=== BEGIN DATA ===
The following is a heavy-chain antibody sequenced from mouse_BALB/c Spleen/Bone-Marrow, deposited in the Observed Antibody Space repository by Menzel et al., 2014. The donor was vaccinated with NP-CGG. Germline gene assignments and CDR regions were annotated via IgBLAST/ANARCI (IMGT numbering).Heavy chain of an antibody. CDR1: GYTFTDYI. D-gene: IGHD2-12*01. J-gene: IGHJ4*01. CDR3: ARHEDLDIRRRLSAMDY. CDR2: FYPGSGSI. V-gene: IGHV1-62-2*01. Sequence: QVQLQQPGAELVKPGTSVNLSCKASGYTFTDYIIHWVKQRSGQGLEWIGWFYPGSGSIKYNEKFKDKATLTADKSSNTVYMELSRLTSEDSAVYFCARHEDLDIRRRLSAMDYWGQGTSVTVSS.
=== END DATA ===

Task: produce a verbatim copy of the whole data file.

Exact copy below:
The following is a heavy-chain antibody sequenced from mouse_BALB/c Spleen/Bone-Marrow, deposited in the Observed Antibody Space repository by Menzel et al., 2014. The donor was vaccinated with NP-CGG. Germline gene assignments and CDR regions were annotated via IgBLAST/ANARCI (IMGT numbering).Heavy chain of an antibody. CDR1: GYTFTDYI. D-gene: IGHD2-12*01. J-gene: IGHJ4*01. CDR3: ARHEDLDIRRRLSAMDY. CDR2: FYPGSGSI. V-gene: IGHV1-62-2*01. Sequence: QVQLQQPGAELVKPGTSVNLSCKASGYTFTDYIIHWVKQRSGQGLEWIGWFYPGSGSIKYNEKFKDKATLTADKSSNTVYMELSRLTSEDSAVYFCARHEDLDIRRRLSAMDYWGQGTSVTVSS.